Shaw v. Hunt, 92-202-CIV-5-BR.

Decision Date22 August 1994
Docket NumberNo. 92-202-CIV-5-BR.,92-202-CIV-5-BR.
Citation861 F. Supp. 408
CourtU.S. District Court — Eastern District of North Carolina
PartiesRuth O. SHAW, et al., Plaintiffs, v. Governor James B. HUNT, Jr., et al., Defendants.

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Robinson O. Everett, Durham, NC, for Ruth O. Shaw, Melvin G. Shimm, Robinson O. Everett, James M. Everett, Dorothy G. Bullock.

R.A. Renfer, Asst. U.S. Atty., Raleigh, NC, for William P. Barr, John Dunne and amicus U.S.

Edwin M. Speas, Jr., Tiare Bowe Smiley, State Attorney General's Office, John R. McArthur, N.C. Dept. of Justice, Raleigh, NC, for James B. Hunt, Dennis A. Wicker, Daniel T. Blue, Jr., Rufus L. Edmisten, North Carolina State Bd. of Elections, Edward J. High, Jean H. Nelson, Larry Leake, Dorothy Presser, June K. Youngblood.

Geraldine Sumter, Anita Sue Hodgkiss, James E. Ferguson, II, Ferguson, Stein, Wallas, Adkins, Gresham & Sumter, P.A., Charlotte, NC, for Ralph Gingles, Virginia Newell, George Simkins, N.A. Smith, Ron Leeper, Alfred Smallwood, Dr. Oscar Blanks, Rev. David Moore, Robert L. Davis, C.R. Ward, Jerry B. Adams, Jan Valder, Bernard Offerman, Jennifer McGovern, Charles Lamberth, Ellen Emerson, Lavonia Allison, George Knight, Leto Copeley, Woody Connette, Roberta Waddle, William M. Hodges.

Thomas A. Farr, Maupin, Taylor, Ellis & Adams, Raleigh, NC, for James Arthur "Art" Pope, Betty S. Justice, Doris Lail, Joyce Lawing, Nat Swanson, Rick Woodruff, J. Ralph Hixon, Audrey McBane, Sim A. Delapp, Jr., Richard S. Sahlie, Jack Hawke.

Before PHILLIPS, Senior Circuit Judge, BRITT, District Judge*, and VOORHEES, Chief District Judge**.

AMENDED OPINION

PHILLIPS, Senior Circuit Judge:

This action, brought by several white citizens and registered voters of the State of North Carolina against various state and federal officials, challenges the constitutionality of the congressional redistricting1 plan (the Plan) adopted by the North Carolina General Assembly following the 1990 decennial census.2 Plaintiffs now claim principally that the General Assembly's redistricting plan violates their rights under the Equal Protection Clause of the Fourteenth Amendment, because it intentionally includes one or more congressional districts constructed along racial lines in order to assure the election of two African-American members of Congress, and is not narrowly tailored to further any compelling governmental interest. We initially dismissed that claim under Rule 12(b)(6), Shaw v. Barr, 808 F.Supp. 461 (E.D.N.C.1992), but the Supreme Court reversed and remanded, Shaw v. Reno, ___ U.S. ___, 113 S.Ct. 2816, 125 L.Ed.2d 511 (1993) (Shaw). On remand, we find that the Plan's lines were deliberately drawn to produce one or more districts of a certain racial composition and that it is thus a "racial gerrymander" subject to strict scrutiny under Shaw. But we nonetheless conclude that the Plan passes constitutional muster under that standard, because it is narrowly tailored to further the state's compelling interest in complying with the Voting Rights Act. We therefore hold that the Plan does not violate the plaintiffs' Equal Protection rights in the manner alleged, and we give judgment for the defendants accordingly.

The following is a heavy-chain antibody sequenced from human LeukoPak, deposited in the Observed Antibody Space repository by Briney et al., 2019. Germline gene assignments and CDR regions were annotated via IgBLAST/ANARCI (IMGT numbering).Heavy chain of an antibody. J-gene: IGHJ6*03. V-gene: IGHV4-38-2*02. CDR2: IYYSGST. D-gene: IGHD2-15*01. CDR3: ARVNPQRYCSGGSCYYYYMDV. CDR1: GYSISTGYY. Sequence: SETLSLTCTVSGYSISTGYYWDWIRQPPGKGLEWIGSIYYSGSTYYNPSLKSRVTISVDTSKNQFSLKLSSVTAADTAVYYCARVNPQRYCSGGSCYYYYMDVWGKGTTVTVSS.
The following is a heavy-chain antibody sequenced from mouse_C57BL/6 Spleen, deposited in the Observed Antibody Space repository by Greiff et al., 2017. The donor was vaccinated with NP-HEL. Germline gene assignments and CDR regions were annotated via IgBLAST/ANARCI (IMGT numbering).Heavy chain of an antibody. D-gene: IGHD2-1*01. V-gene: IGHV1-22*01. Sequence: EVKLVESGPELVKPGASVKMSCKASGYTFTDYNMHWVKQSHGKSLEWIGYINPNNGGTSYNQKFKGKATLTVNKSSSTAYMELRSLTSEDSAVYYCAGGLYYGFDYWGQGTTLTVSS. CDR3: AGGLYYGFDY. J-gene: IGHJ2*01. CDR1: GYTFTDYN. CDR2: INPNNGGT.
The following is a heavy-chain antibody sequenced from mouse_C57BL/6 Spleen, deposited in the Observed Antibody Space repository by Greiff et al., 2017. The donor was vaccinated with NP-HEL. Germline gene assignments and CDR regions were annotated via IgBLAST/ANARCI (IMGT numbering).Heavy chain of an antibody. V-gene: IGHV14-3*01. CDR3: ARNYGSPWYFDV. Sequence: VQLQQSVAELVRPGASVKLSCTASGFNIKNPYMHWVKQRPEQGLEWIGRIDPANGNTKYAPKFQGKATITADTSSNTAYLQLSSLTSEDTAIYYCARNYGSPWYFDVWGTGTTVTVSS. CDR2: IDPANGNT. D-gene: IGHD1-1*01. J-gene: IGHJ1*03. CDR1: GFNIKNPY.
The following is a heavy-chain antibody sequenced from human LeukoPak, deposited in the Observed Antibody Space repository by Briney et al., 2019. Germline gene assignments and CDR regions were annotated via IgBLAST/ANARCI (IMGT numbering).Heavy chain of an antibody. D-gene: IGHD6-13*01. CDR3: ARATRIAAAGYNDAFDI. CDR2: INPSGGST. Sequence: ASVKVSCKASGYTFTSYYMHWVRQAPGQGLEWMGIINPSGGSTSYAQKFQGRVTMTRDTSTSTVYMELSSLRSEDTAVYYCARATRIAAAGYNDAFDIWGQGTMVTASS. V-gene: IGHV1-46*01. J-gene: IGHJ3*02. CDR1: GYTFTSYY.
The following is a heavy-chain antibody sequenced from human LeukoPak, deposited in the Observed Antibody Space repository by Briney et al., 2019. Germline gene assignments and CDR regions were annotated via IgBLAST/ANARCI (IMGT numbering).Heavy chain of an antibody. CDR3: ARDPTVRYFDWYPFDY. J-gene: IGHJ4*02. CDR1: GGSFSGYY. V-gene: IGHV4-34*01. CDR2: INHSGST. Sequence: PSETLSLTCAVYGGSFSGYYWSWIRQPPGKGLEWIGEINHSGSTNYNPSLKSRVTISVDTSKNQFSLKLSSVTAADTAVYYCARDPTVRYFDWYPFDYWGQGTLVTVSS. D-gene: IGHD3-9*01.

I. General Background and Procedural History

As a result of population increases reflected in the 1990 decennial census, North Carolina became entitled to an additional seat in the United States House of Representatives, bringing its total number of seats to twelve. In July of 1991, the North Carolina General Assembly therefore enacted legislation to redistrict the state into twelve congressional districts. 1991 N.C.Sess.Laws Ch. 601. This redistricting plan included one district, the First, in which African-Americans constituted majorities of both the registered voters and the voting age population of the district. This proposed majority-minority district3 was located in the northeastern part of the state.

Because 40 of North Carolina's 100 counties are covered by the provisions of § 5 of the Voting Rights Act of 1965, 42 U.S.C. § 1973c,4 the state submitted its proposed redistricting plan to the United States Attorney General for preclearance. On December 18, 1991, the Attorney General interposed formal objection to the proposed plan, finding that the state had not met its § 5 burden of showing that the plan was free of racially discriminatory purpose.